All six of the Royal Navy's Type 45 Destroyer fleet are currently docked in Portsmouth and are not on operations, it has been confirmed. The warships are mainly designed for anti-aircraft and anti-missile warfare, but they are also capable of defending against drones.
"This week the Royal Navy had over 8,500 personnel deployed on operations around the world and 34 ships at sea," an unidentified MoD spokesperson told Sky News.
"All Type 45 Destroyers are currently in port as they have either just returned from operations, or are about to be deployed, are conducting training or carrying out maintenance, or are home for crew to take summer leave."
Another senior figure expressed alarm over all six destroyers being docked in Portsmouth and said it was "almost unprecedented." They added that "it either showed a gross lack of planning or was indicative of something more serious".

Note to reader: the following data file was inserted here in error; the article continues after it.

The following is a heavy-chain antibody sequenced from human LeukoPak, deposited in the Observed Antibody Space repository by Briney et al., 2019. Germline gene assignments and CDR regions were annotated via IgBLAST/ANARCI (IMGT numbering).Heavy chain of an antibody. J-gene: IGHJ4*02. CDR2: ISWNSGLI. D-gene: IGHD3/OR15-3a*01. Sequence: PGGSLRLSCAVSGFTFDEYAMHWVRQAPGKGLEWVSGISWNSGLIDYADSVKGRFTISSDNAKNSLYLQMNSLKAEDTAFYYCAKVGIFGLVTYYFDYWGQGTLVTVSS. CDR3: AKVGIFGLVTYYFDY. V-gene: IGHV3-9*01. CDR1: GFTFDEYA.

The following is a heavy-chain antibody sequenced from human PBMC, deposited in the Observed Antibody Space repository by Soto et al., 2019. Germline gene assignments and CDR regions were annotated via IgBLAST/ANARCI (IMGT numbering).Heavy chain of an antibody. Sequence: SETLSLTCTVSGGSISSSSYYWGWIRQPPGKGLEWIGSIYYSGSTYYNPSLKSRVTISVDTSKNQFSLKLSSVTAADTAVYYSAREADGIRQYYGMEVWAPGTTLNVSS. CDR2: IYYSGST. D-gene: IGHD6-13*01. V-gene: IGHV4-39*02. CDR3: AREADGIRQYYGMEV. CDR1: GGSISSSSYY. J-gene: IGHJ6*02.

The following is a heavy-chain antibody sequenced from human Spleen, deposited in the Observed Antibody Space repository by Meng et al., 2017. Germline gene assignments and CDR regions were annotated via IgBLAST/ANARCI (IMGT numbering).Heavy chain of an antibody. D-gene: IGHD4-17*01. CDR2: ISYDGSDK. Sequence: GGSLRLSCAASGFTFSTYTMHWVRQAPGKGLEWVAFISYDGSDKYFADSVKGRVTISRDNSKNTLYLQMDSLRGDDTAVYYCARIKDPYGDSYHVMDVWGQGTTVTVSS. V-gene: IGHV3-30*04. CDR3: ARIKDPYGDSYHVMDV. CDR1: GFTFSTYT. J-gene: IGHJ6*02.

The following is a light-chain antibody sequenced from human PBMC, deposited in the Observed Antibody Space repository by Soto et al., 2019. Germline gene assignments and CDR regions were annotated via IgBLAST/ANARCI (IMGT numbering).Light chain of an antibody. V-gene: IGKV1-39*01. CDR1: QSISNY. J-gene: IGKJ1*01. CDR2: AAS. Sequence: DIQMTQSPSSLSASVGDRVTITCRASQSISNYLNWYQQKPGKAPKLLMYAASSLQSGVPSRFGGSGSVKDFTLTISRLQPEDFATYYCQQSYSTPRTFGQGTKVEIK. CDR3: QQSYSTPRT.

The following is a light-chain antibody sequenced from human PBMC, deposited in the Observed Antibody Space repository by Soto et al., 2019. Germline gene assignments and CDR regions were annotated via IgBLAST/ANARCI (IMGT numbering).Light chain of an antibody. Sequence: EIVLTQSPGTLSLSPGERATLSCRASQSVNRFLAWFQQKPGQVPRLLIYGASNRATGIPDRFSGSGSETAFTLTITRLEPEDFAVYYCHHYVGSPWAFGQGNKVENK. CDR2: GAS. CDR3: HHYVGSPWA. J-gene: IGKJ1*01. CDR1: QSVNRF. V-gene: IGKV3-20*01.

Images showing the entire fleet stationed in the southern British port were published by UK Defence Journal. The Royal Navy describes Destroyers as part of its "backbone" and says they are "committed around the world 365 days a year hunting pirates, drug runners or submarines, defending the Fleet from air attack, and providing humanitarian aid after natural disasters".
A number of the warships – worth £1bn ($1.3bn) apiece – have been affected by engineering issues. As a result, all six vessels will need to have new engines installed after some of them broke down.
HMS Defender returned back to the UK on 8 July following a nine-month deployment to the Middle East. According to UK Defence Journal, the destroyer "recently limped home from deployment on one engine."
Over the course of its journey, HMS Defender visited 19 ports in 11 countries, carrying some 248 sailors. The ship travelled over 45,500 nautical miles and consumed more than 10 million litres of fuel.